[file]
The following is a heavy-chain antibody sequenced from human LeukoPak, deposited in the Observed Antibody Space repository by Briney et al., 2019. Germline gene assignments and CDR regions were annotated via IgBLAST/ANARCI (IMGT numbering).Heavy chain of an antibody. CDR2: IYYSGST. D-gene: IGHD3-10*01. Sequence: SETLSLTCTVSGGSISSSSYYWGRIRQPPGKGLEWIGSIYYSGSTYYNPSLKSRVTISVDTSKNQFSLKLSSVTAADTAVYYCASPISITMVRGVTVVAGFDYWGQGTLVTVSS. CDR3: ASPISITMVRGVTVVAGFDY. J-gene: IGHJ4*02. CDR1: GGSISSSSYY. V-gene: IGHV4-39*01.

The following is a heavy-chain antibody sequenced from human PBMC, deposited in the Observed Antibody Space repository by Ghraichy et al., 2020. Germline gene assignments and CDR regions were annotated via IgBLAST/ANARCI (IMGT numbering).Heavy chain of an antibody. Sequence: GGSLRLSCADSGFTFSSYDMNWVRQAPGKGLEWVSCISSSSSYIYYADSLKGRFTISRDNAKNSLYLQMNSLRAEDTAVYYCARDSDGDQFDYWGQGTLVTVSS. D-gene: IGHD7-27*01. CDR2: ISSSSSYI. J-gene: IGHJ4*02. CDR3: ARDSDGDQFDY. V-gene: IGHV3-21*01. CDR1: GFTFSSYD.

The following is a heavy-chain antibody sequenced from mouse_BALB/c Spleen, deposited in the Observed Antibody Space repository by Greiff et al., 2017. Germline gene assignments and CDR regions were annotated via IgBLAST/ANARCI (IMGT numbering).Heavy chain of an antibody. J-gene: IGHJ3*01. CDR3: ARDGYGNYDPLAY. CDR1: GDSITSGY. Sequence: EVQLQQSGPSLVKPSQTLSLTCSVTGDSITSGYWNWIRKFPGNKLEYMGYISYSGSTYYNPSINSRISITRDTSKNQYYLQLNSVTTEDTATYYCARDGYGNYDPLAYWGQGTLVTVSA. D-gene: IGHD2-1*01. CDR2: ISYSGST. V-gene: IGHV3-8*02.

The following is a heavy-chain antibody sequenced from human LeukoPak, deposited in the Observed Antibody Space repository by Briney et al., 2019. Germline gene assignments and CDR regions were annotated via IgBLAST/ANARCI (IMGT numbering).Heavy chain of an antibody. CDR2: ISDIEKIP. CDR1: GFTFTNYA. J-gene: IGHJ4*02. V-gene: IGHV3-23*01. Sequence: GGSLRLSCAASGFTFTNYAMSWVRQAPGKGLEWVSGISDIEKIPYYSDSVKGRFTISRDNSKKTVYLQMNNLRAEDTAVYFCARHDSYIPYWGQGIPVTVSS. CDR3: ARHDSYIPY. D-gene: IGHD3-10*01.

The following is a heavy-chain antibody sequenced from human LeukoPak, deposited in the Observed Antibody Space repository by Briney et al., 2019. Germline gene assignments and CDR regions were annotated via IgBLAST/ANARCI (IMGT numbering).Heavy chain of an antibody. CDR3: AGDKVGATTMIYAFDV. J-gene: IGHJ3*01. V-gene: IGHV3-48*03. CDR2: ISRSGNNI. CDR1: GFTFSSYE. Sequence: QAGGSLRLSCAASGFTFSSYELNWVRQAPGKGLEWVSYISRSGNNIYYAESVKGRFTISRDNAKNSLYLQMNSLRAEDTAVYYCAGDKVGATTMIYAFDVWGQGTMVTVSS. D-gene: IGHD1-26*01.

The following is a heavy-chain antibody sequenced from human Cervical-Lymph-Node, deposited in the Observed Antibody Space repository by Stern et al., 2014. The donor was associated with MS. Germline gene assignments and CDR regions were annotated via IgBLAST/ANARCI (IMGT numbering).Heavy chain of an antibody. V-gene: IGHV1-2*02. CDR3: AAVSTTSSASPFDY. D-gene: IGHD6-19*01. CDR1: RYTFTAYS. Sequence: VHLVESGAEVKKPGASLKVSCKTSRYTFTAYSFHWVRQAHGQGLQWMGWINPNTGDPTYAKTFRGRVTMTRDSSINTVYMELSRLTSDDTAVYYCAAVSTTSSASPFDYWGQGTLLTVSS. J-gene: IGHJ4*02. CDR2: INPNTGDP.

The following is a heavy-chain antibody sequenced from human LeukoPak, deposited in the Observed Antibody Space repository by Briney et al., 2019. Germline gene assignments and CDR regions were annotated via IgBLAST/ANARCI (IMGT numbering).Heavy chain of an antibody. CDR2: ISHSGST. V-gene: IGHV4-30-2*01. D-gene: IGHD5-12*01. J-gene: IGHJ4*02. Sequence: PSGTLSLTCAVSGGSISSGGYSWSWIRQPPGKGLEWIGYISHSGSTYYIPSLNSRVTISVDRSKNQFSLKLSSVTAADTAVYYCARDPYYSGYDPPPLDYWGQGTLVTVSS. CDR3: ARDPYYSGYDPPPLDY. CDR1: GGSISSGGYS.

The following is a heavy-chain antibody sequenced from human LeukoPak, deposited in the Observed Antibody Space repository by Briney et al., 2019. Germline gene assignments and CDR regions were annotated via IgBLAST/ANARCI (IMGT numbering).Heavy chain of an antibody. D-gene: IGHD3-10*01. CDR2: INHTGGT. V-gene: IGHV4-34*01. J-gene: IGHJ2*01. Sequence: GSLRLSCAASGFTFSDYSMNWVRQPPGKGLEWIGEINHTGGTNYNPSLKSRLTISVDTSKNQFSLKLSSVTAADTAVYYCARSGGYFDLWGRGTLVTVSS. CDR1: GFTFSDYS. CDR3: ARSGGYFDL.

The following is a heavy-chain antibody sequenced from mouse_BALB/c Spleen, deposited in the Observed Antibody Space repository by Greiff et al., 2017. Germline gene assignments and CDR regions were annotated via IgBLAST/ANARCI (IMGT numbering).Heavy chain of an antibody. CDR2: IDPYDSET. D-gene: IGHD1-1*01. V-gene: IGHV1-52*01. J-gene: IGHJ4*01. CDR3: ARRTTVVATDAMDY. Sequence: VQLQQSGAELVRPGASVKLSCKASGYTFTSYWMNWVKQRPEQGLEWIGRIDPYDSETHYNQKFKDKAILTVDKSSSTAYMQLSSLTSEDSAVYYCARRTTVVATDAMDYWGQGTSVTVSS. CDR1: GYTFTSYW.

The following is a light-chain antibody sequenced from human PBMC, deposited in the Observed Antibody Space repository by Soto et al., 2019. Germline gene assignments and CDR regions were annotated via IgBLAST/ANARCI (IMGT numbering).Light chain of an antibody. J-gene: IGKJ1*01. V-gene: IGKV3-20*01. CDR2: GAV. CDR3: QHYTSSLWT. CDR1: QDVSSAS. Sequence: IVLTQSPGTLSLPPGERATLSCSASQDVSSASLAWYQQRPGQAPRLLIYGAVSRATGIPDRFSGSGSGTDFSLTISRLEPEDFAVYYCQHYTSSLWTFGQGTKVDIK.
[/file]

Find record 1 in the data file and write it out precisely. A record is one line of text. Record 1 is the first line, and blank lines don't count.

The following is a heavy-chain antibody sequenced from human LeukoPak, deposited in the Observed Antibody Space repository by Briney et al., 2019. Germline gene assignments and CDR regions were annotated via IgBLAST/ANARCI (IMGT numbering).Heavy chain of an antibody. CDR2: IYYSGST. D-gene: IGHD3-10*01. Sequence: SETLSLTCTVSGGSISSSSYYWGRIRQPPGKGLEWIGSIYYSGSTYYNPSLKSRVTISVDTSKNQFSLKLSSVTAADTAVYYCASPISITMVRGVTVVAGFDYWGQGTLVTVSS. CDR3: ASPISITMVRGVTVVAGFDY. J-gene: IGHJ4*02. CDR1: GGSISSSSYY. V-gene: IGHV4-39*01.